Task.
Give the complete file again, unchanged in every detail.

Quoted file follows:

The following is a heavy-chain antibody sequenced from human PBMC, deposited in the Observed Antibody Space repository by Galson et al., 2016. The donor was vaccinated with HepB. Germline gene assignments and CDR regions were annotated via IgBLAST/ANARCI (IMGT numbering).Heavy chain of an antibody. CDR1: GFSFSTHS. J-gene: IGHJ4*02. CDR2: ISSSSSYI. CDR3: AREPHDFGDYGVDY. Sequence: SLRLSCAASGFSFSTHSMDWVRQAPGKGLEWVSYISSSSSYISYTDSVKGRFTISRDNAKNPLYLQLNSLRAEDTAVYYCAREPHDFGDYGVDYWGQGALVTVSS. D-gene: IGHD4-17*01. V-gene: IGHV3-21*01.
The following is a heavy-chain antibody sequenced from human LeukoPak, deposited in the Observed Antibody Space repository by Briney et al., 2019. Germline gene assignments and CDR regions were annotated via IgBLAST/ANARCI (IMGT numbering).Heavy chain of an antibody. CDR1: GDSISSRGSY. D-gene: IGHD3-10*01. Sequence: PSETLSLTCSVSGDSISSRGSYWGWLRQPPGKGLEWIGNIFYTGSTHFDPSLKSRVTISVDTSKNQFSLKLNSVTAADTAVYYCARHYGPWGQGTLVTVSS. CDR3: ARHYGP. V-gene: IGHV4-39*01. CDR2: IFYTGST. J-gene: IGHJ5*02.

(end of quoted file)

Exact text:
The following is a heavy-chain antibody sequenced from human PBMC, deposited in the Observed Antibody Space repository by Galson et al., 2016. The donor was vaccinated with HepB. Germline gene assignments and CDR regions were annotated via IgBLAST/ANARCI (IMGT numbering).Heavy chain of an antibody. CDR1: GFSFSTHS. J-gene: IGHJ4*02. CDR2: ISSSSSYI. CDR3: AREPHDFGDYGVDY. Sequence: SLRLSCAASGFSFSTHSMDWVRQAPGKGLEWVSYISSSSSYISYTDSVKGRFTISRDNAKNPLYLQLNSLRAEDTAVYYCAREPHDFGDYGVDYWGQGALVTVSS. D-gene: IGHD4-17*01. V-gene: IGHV3-21*01.
The following is a heavy-chain antibody sequenced from human LeukoPak, deposited in the Observed Antibody Space repository by Briney et al., 2019. Germline gene assignments and CDR regions were annotated via IgBLAST/ANARCI (IMGT numbering).Heavy chain of an antibody. CDR1: GDSISSRGSY. D-gene: IGHD3-10*01. Sequence: PSETLSLTCSVSGDSISSRGSYWGWLRQPPGKGLEWIGNIFYTGSTHFDPSLKSRVTISVDTSKNQFSLKLNSVTAADTAVYYCARHYGPWGQGTLVTVSS. CDR3: ARHYGP. V-gene: IGHV4-39*01. CDR2: IFYTGST. J-gene: IGHJ5*02.